Online news media in China have been barred from basing their stories on information collected from social media.

News websites in China must now verify any reports that are based on content from social media platforms, according to a notice issued by the Cyberspace Administration of China (CAC).

The CAC says “news websites must accredit these sources, and they are banned from fabricating stories or distorting fact,” Xinhua reports.

The state-owned news agency notes that CAC has punished a number of major websites for allegedly fabricating stories, including,, and a site run by China tech giant Tencent.

The new CAC rule has been interpreted by some as a fresh sign of China’s ever-tightening grip on online media.

However, as the Reuters Handbook of Journalism notes, journalists should “exercise caution when publishing information from social media platforms.”

“Posters can fake an identity, make up information, doctor images and engage in a wide range of deception. You should have reason to trust the poster.”

Still, while the CAC appears concerned about the publication of non-factual news stories, a Harvard University study released last month suggests the Chinese government fabricates and posts about 448 million social media comments a year.

The goal of the “this massive secretive operation” – estimates of the number of people involved range from hundreds of thousands to several million – was to “regularly distract the public and change the subject," as most posts "involve cheerleading for China, the revolutionary history of the Communist Party, or other symbols of the regime.”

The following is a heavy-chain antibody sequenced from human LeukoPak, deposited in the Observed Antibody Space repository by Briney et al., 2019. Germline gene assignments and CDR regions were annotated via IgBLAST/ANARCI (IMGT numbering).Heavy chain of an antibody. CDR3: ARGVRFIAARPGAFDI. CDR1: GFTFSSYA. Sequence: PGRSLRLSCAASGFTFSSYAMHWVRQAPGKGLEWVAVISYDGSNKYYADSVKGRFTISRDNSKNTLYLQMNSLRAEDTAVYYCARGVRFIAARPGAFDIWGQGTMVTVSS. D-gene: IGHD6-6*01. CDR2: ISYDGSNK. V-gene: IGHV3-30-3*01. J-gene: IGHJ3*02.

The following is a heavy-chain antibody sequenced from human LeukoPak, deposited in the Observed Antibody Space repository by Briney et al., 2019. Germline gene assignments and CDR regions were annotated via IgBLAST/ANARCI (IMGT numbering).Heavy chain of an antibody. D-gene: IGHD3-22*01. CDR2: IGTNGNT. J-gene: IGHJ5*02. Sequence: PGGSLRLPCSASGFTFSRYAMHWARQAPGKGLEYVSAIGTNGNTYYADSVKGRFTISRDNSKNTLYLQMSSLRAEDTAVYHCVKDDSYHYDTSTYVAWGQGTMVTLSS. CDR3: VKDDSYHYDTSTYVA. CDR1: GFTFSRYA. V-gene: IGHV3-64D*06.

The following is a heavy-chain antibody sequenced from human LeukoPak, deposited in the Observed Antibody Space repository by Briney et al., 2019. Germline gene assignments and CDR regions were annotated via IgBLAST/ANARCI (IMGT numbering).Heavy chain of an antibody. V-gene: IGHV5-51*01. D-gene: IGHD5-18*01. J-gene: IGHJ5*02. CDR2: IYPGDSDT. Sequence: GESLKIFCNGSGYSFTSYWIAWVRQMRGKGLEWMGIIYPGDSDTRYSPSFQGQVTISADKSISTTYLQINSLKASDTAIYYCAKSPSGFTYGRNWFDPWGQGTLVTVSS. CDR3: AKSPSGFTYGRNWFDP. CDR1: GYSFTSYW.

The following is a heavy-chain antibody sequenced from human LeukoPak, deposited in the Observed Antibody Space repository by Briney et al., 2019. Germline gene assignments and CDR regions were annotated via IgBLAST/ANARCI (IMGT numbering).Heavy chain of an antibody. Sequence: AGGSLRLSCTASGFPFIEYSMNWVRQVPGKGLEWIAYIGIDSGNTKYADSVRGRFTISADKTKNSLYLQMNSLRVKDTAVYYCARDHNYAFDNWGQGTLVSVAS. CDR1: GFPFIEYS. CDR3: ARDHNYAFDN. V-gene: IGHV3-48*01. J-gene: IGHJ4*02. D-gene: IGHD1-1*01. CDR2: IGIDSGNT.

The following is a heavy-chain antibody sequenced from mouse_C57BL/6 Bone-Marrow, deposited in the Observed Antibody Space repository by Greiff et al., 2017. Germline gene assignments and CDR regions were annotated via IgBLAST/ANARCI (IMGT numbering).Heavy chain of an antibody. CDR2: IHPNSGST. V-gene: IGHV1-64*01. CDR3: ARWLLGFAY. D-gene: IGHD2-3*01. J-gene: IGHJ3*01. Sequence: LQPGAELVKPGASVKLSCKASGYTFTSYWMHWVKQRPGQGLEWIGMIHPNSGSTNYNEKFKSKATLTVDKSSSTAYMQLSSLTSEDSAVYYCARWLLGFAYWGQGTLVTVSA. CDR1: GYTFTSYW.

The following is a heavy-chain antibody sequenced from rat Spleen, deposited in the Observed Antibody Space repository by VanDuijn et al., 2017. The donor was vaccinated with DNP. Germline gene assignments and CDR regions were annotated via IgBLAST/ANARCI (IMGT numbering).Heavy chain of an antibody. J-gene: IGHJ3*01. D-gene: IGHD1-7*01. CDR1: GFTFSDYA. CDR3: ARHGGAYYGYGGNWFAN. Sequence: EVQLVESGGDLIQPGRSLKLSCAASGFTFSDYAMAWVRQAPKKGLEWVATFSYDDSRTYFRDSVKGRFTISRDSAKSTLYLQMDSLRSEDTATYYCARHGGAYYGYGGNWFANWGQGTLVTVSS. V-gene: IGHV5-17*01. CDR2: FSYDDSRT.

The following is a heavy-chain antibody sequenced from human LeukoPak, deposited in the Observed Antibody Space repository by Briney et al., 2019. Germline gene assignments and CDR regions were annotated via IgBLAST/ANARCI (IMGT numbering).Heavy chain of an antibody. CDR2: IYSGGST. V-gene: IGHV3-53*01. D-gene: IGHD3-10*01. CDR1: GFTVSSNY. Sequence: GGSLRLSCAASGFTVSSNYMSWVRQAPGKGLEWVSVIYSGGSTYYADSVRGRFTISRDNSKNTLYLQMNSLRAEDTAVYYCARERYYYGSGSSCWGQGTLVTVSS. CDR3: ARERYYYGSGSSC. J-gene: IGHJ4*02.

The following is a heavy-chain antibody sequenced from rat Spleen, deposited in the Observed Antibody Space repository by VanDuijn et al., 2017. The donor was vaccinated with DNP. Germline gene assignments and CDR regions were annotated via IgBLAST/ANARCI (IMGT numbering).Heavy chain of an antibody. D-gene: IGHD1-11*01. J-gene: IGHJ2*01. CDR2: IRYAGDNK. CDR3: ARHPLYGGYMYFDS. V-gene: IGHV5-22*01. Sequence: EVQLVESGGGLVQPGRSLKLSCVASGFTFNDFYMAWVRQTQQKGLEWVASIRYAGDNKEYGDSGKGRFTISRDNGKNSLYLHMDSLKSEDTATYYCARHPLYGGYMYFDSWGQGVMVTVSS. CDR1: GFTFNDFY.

The Chinese Communist Party, which enforces some of the world’s most restrictive media censorship practices, has long-argued that its control of information is important for continued social stability.

Reporters Without Borders, a non-government organization which tracks press freedoms around the world, ranked China 176th in the 2016 World Press Freedom Index. It says that in addition to “building a Great Firewall to monitor and control blogs and social networks, the Communist Party exercises total control over China’s many media outlets.”

The latest move from the CAC follows an announcement last month that it was ramping-up purging of comments by China’s nearly 700 million Internet users.

On June 22, the CAC said it would eliminate "unhealthy information" and promote “helpful and well-intentioned” messages.

Ren Xianliang (任賢良), deputy head of the administration, was quoted as saying the government intends to increase the rate of purges in comments sections and to provide easier access for people to report "inappropriate remarks." He issued the orders to government-controlled commercial Internet companies and news websites during a nationwide video conference.

First Editor: J. Michael Cole
Second Editor: Olivia Yang